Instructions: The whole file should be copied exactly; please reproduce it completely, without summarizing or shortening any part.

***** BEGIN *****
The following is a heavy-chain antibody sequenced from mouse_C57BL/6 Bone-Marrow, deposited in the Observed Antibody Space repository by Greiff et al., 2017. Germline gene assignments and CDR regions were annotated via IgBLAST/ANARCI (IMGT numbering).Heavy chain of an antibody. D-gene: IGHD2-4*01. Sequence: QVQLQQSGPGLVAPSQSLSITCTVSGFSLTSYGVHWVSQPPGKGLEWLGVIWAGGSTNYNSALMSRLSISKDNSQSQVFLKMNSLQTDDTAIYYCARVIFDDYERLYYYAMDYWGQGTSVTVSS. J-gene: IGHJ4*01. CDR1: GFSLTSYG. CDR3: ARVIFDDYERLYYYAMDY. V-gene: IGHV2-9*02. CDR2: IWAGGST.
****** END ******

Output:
The following is a heavy-chain antibody sequenced from mouse_C57BL/6 Bone-Marrow, deposited in the Observed Antibody Space repository by Greiff et al., 2017. Germline gene assignments and CDR regions were annotated via IgBLAST/ANARCI (IMGT numbering).Heavy chain of an antibody. D-gene: IGHD2-4*01. Sequence: QVQLQQSGPGLVAPSQSLSITCTVSGFSLTSYGVHWVSQPPGKGLEWLGVIWAGGSTNYNSALMSRLSISKDNSQSQVFLKMNSLQTDDTAIYYCARVIFDDYERLYYYAMDYWGQGTSVTVSS. J-gene: IGHJ4*01. CDR1: GFSLTSYG. CDR3: ARVIFDDYERLYYYAMDY. V-gene: IGHV2-9*02. CDR2: IWAGGST.